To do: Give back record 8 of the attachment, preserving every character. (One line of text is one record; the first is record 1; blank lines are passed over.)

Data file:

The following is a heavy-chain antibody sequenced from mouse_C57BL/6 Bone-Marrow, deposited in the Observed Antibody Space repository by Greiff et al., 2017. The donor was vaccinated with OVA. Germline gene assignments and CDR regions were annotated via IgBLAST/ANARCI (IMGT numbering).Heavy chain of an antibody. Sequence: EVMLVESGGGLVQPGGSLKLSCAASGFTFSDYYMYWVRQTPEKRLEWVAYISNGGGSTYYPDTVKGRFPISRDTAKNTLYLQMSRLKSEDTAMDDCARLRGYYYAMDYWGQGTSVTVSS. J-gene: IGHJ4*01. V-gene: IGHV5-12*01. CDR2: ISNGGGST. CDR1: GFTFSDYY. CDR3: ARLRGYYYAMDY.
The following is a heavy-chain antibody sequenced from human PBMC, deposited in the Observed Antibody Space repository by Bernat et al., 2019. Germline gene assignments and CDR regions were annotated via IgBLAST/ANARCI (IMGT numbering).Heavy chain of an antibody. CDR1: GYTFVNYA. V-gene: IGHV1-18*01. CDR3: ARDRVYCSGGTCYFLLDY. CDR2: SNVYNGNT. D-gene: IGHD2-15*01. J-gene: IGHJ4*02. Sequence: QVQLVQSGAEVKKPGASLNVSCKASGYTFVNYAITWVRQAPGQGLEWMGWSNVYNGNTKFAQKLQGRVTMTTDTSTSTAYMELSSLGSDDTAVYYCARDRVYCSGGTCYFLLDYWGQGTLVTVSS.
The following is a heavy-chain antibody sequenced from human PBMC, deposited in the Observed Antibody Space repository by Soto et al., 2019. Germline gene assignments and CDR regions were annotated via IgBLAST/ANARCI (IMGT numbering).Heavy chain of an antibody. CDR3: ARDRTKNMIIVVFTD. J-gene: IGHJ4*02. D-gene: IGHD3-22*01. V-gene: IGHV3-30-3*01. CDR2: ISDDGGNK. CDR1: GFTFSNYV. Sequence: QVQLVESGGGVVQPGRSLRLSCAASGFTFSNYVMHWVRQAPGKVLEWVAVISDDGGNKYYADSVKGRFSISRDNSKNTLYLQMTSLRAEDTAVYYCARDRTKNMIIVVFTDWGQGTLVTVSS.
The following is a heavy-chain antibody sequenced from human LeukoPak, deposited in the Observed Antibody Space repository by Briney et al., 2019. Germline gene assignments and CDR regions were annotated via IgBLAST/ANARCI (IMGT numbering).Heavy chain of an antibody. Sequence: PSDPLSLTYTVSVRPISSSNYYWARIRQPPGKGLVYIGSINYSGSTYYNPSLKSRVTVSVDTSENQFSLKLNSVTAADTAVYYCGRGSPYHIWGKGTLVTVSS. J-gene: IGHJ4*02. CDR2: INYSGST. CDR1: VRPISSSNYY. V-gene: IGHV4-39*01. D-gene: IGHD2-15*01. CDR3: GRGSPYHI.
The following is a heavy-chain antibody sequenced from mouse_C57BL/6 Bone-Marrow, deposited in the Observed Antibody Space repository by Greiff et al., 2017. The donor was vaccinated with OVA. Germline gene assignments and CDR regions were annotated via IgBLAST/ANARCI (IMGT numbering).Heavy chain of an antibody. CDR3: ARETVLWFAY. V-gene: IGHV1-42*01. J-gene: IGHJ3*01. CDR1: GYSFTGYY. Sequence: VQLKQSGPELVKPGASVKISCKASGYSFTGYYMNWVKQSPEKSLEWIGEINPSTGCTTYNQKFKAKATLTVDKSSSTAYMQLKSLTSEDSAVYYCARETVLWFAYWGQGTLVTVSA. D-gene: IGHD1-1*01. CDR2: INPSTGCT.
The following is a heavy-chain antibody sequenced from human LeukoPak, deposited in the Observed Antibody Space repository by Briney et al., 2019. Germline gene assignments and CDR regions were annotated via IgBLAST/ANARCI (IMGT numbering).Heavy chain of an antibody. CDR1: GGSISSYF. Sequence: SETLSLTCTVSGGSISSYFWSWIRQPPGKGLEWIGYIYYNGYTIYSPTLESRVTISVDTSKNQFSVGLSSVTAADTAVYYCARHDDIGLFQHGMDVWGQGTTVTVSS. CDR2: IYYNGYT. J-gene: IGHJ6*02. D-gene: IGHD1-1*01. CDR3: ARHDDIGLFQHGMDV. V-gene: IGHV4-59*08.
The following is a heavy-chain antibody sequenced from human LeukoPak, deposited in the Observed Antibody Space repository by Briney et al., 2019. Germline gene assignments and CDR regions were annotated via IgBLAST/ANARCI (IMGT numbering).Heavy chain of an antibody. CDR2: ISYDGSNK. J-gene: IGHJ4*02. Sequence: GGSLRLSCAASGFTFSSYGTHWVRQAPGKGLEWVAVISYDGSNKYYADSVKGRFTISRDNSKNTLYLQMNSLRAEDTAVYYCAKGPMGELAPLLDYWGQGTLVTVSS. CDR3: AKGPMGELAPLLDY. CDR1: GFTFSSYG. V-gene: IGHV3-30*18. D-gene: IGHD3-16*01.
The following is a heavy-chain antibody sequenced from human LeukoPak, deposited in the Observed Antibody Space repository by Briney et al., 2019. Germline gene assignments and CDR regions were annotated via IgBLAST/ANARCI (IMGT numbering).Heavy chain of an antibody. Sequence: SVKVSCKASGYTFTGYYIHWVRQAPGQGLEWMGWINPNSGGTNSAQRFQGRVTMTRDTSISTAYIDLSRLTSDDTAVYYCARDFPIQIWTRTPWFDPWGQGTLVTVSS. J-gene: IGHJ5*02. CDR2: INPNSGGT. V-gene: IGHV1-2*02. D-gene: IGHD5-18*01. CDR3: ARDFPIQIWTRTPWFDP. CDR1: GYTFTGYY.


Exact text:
The following is a heavy-chain antibody sequenced from human LeukoPak, deposited in the Observed Antibody Space repository by Briney et al., 2019. Germline gene assignments and CDR regions were annotated via IgBLAST/ANARCI (IMGT numbering).Heavy chain of an antibody. Sequence: SVKVSCKASGYTFTGYYIHWVRQAPGQGLEWMGWINPNSGGTNSAQRFQGRVTMTRDTSISTAYIDLSRLTSDDTAVYYCARDFPIQIWTRTPWFDPWGQGTLVTVSS. J-gene: IGHJ5*02. CDR2: INPNSGGT. V-gene: IGHV1-2*02. D-gene: IGHD5-18*01. CDR3: ARDFPIQIWTRTPWFDP. CDR1: GYTFTGYY.